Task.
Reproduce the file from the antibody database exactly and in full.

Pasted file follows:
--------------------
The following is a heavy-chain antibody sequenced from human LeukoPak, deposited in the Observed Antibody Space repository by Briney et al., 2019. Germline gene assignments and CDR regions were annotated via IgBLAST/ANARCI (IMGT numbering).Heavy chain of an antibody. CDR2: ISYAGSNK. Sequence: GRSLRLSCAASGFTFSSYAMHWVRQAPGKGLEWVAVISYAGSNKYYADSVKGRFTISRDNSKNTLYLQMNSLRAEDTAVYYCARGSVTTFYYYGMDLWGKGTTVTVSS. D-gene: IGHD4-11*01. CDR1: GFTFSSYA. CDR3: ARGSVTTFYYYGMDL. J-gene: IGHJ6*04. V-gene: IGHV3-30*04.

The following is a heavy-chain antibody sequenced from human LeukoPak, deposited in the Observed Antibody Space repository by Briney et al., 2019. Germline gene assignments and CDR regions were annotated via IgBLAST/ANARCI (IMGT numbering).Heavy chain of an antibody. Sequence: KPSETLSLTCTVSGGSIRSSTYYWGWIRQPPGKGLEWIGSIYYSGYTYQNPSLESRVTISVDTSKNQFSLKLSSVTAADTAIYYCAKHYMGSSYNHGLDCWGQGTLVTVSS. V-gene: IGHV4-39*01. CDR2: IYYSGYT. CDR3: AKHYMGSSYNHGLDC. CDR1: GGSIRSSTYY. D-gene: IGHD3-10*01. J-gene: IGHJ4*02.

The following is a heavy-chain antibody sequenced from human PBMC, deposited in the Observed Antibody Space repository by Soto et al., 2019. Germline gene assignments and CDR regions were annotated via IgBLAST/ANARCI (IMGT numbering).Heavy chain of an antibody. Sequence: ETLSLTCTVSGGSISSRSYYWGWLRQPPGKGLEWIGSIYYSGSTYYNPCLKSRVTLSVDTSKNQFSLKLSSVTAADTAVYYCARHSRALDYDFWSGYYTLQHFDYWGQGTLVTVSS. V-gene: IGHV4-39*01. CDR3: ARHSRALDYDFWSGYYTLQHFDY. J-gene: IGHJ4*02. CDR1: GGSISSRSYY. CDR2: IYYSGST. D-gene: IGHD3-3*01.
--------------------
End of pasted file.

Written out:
The following is a heavy-chain antibody sequenced from human LeukoPak, deposited in the Observed Antibody Space repository by Briney et al., 2019. Germline gene assignments and CDR regions were annotated via IgBLAST/ANARCI (IMGT numbering).Heavy chain of an antibody. CDR2: ISYAGSNK. Sequence: GRSLRLSCAASGFTFSSYAMHWVRQAPGKGLEWVAVISYAGSNKYYADSVKGRFTISRDNSKNTLYLQMNSLRAEDTAVYYCARGSVTTFYYYGMDLWGKGTTVTVSS. D-gene: IGHD4-11*01. CDR1: GFTFSSYA. CDR3: ARGSVTTFYYYGMDL. J-gene: IGHJ6*04. V-gene: IGHV3-30*04.

The following is a heavy-chain antibody sequenced from human LeukoPak, deposited in the Observed Antibody Space repository by Briney et al., 2019. Germline gene assignments and CDR regions were annotated via IgBLAST/ANARCI (IMGT numbering).Heavy chain of an antibody. Sequence: KPSETLSLTCTVSGGSIRSSTYYWGWIRQPPGKGLEWIGSIYYSGYTYQNPSLESRVTISVDTSKNQFSLKLSSVTAADTAIYYCAKHYMGSSYNHGLDCWGQGTLVTVSS. V-gene: IGHV4-39*01. CDR2: IYYSGYT. CDR3: AKHYMGSSYNHGLDC. CDR1: GGSIRSSTYY. D-gene: IGHD3-10*01. J-gene: IGHJ4*02.

The following is a heavy-chain antibody sequenced from human PBMC, deposited in the Observed Antibody Space repository by Soto et al., 2019. Germline gene assignments and CDR regions were annotated via IgBLAST/ANARCI (IMGT numbering).Heavy chain of an antibody. Sequence: ETLSLTCTVSGGSISSRSYYWGWLRQPPGKGLEWIGSIYYSGSTYYNPCLKSRVTLSVDTSKNQFSLKLSSVTAADTAVYYCARHSRALDYDFWSGYYTLQHFDYWGQGTLVTVSS. V-gene: IGHV4-39*01. CDR3: ARHSRALDYDFWSGYYTLQHFDY. J-gene: IGHJ4*02. CDR1: GGSISSRSYY. CDR2: IYYSGST. D-gene: IGHD3-3*01.